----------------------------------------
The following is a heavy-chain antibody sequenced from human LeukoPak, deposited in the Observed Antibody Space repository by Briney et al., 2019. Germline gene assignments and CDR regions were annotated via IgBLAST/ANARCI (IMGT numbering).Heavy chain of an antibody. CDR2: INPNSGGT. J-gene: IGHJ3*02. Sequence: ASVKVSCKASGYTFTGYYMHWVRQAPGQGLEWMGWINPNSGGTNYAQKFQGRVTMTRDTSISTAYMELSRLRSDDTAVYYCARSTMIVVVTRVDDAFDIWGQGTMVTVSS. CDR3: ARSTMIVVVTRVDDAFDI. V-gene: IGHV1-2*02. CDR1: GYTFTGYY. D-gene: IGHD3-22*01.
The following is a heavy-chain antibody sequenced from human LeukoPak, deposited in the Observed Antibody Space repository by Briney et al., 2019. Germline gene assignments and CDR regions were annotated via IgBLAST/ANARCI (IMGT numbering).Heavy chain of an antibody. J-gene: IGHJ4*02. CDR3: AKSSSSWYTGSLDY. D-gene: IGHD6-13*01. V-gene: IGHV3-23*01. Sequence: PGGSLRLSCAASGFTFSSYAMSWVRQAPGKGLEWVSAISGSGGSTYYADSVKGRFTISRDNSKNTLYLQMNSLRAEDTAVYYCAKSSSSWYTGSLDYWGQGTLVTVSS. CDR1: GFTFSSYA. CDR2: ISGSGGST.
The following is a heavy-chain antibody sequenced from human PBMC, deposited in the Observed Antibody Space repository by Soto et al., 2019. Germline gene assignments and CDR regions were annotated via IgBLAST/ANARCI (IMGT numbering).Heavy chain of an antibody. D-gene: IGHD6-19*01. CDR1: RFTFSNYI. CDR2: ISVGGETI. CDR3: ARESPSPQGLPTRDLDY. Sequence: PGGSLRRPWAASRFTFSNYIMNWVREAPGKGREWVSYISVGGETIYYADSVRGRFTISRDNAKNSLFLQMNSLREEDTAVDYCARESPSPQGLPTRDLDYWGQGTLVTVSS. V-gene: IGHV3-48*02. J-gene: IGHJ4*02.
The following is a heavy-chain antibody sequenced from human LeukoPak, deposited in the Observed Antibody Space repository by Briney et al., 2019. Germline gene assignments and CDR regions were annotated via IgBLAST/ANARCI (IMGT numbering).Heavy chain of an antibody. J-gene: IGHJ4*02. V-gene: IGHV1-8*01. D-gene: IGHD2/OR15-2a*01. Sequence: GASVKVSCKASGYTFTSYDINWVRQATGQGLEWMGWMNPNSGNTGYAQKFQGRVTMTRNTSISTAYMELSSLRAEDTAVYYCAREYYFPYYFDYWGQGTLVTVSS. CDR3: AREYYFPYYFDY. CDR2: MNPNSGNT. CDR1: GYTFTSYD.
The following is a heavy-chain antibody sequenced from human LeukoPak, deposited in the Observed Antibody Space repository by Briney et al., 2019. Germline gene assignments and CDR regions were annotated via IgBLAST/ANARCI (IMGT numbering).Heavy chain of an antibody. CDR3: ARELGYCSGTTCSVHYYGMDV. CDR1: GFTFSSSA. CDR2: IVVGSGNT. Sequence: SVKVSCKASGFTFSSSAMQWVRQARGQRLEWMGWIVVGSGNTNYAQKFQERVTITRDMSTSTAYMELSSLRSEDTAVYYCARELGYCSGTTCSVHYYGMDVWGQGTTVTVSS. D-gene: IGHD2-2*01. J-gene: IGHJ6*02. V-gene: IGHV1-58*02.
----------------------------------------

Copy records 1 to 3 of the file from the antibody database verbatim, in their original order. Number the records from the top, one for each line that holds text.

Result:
The following is a heavy-chain antibody sequenced from human LeukoPak, deposited in the Observed Antibody Space repository by Briney et al., 2019. Germline gene assignments and CDR regions were annotated via IgBLAST/ANARCI (IMGT numbering).Heavy chain of an antibody. CDR2: INPNSGGT. J-gene: IGHJ3*02. Sequence: ASVKVSCKASGYTFTGYYMHWVRQAPGQGLEWMGWINPNSGGTNYAQKFQGRVTMTRDTSISTAYMELSRLRSDDTAVYYCARSTMIVVVTRVDDAFDIWGQGTMVTVSS. CDR3: ARSTMIVVVTRVDDAFDI. V-gene: IGHV1-2*02. CDR1: GYTFTGYY. D-gene: IGHD3-22*01.
The following is a heavy-chain antibody sequenced from human LeukoPak, deposited in the Observed Antibody Space repository by Briney et al., 2019. Germline gene assignments and CDR regions were annotated via IgBLAST/ANARCI (IMGT numbering).Heavy chain of an antibody. J-gene: IGHJ4*02. CDR3: AKSSSSWYTGSLDY. D-gene: IGHD6-13*01. V-gene: IGHV3-23*01. Sequence: PGGSLRLSCAASGFTFSSYAMSWVRQAPGKGLEWVSAISGSGGSTYYADSVKGRFTISRDNSKNTLYLQMNSLRAEDTAVYYCAKSSSSWYTGSLDYWGQGTLVTVSS. CDR1: GFTFSSYA. CDR2: ISGSGGST.
The following is a heavy-chain antibody sequenced from human PBMC, deposited in the Observed Antibody Space repository by Soto et al., 2019. Germline gene assignments and CDR regions were annotated via IgBLAST/ANARCI (IMGT numbering).Heavy chain of an antibody. D-gene: IGHD6-19*01. CDR1: RFTFSNYI. CDR2: ISVGGETI. CDR3: ARESPSPQGLPTRDLDY. Sequence: PGGSLRRPWAASRFTFSNYIMNWVREAPGKGREWVSYISVGGETIYYADSVRGRFTISRDNAKNSLFLQMNSLREEDTAVDYCARESPSPQGLPTRDLDYWGQGTLVTVSS. V-gene: IGHV3-48*02. J-gene: IGHJ4*02.